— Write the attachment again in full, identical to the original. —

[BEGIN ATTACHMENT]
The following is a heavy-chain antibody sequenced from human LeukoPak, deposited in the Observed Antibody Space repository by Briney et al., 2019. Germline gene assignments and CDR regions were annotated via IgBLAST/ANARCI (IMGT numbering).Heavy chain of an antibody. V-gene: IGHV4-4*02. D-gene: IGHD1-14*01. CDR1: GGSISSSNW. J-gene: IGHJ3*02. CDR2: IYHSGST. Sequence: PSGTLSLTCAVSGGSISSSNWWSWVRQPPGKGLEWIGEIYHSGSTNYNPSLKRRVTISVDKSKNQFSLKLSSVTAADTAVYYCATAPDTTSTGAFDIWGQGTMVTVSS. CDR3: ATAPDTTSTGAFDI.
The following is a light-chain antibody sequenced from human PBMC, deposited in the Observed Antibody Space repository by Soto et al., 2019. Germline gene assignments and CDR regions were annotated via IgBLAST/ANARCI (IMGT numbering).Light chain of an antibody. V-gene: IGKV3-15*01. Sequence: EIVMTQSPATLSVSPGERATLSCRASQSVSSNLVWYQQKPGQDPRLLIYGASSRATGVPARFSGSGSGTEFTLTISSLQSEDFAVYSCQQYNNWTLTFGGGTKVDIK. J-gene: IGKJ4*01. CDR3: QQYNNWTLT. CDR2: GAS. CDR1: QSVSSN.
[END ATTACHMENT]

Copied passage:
The following is a heavy-chain antibody sequenced from human LeukoPak, deposited in the Observed Antibody Space repository by Briney et al., 2019. Germline gene assignments and CDR regions were annotated via IgBLAST/ANARCI (IMGT numbering).Heavy chain of an antibody. V-gene: IGHV4-4*02. D-gene: IGHD1-14*01. CDR1: GGSISSSNW. J-gene: IGHJ3*02. CDR2: IYHSGST. Sequence: PSGTLSLTCAVSGGSISSSNWWSWVRQPPGKGLEWIGEIYHSGSTNYNPSLKRRVTISVDKSKNQFSLKLSSVTAADTAVYYCATAPDTTSTGAFDIWGQGTMVTVSS. CDR3: ATAPDTTSTGAFDI.
The following is a light-chain antibody sequenced from human PBMC, deposited in the Observed Antibody Space repository by Soto et al., 2019. Germline gene assignments and CDR regions were annotated via IgBLAST/ANARCI (IMGT numbering).Light chain of an antibody. V-gene: IGKV3-15*01. Sequence: EIVMTQSPATLSVSPGERATLSCRASQSVSSNLVWYQQKPGQDPRLLIYGASSRATGVPARFSGSGSGTEFTLTISSLQSEDFAVYSCQQYNNWTLTFGGGTKVDIK. J-gene: IGKJ4*01. CDR3: QQYNNWTLT. CDR2: GAS. CDR1: QSVSSN.